Jewellery

Why the Crown Jewels were removed from the Queen’s coffin after her state funeral

Before the Queen's coffin was lowered into the royal vault in St George's Chapel in Windsor Castle, a crown, orb and sceptre were removed. Here's why they were taken off and what they mean

By Joshua Hendren

During yesterday’s historic committal service, which saw Queen Elizabeth II laid to rest, the Crown Jewels – the Imperial State Crown adorned with over 3,000 gemstones, the Sovereign’s Orb and Sceptre – were lifted from the late monarch’s coffin by the Crown Jeweller.

The Sovereign’s Orb, Sceptre and The Imperial State Crown sit on top of Queen Elizabeth II’s Royal Standard draped coffin at her Committal Service at St George’s Chapel, Windsor Castle on September 19, 2022 (Photo by Max Mumby/Indigo/Getty Images)

With the help of the Bargemaster and Serjeants-at-Arms, the Crown Jewels were then passed to the Dean who placed them on the High Altar.

These objects represent the responsibilities and governance of the monarch, so their removal separated the Queen from her crown for the final time.

Members of the Royal Family watch as the Imperial State Crown is removed from the coffin of Queen Elizabeth II during the Committal Service at St George’s Chapel, Windsor Castle on September 19, 2022 (Photo by Jonathan Brady – WPA Pool/Getty Images)

Crafted in gold and set with 2,868 diamonds, 269 pearls, 17 sapphires, 11 emeralds, and four rubies, the Imperial State Crown was the crown worn by the Queen when she left Westminster Abbey after her coronation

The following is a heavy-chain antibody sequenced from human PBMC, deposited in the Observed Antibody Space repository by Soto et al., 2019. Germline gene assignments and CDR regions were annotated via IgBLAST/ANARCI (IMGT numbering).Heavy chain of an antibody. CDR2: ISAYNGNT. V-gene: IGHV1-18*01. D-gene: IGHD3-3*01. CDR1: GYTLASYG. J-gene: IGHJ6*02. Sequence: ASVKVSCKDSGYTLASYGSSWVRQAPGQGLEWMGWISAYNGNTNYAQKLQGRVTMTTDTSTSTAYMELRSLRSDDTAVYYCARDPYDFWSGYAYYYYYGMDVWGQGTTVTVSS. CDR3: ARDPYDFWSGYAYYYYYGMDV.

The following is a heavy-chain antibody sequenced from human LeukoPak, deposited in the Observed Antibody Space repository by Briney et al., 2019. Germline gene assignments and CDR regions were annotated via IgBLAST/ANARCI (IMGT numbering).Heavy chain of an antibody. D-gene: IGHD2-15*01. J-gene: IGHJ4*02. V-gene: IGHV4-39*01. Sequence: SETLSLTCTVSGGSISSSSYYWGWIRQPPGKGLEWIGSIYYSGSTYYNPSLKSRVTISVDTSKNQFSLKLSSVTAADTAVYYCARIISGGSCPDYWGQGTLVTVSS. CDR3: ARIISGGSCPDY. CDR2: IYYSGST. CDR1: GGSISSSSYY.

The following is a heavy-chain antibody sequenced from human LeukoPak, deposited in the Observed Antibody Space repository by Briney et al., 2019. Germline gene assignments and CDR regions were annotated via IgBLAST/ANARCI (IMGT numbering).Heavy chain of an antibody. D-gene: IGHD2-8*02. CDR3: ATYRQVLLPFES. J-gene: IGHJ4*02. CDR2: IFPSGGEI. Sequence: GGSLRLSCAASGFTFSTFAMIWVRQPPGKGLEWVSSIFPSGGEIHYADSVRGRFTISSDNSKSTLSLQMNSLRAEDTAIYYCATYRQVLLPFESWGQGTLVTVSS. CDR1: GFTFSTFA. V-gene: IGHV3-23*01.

The Sovereign’s Sceptre with Cross has been used at every coronation since Charles II’s in 1661. While, the Sovereign’s Orb – a golden cross mounted on a globe – also dates back to 1661 and is intended to remind the monarch that their power comes from God.

King Charles III places the Queen’s Company Camp Colour of the Grenadier Guards on the coffin during the Committal Service at St George’s Chapel in Windsor Castle on September 19, 2022 (Photo by Victoria Jones – WPA Pool/Getty Images)

At the conclusion of the service, Lord Chamberlain, the most senior official in the royal household, then broke his wand of office which was then placed on the casket, symbolising the end of the Queen’s reign.

King Charles III watches as the Lord Chamberlain breaks his Wand of Office at the Committal Service for Queen Elizabeth II held at St George’s Chapel in Windsor Castle on September 19, 2022 (Photo by Joe Giddens – WPA Pool/Getty Images)

Alongside the symbolic objects, her coffin was topped with flowers picked from the gardens of Buckingham Palace, Highgrove and Clarence House.

Like this? Here’s all you need to know about the Imperial State Crown

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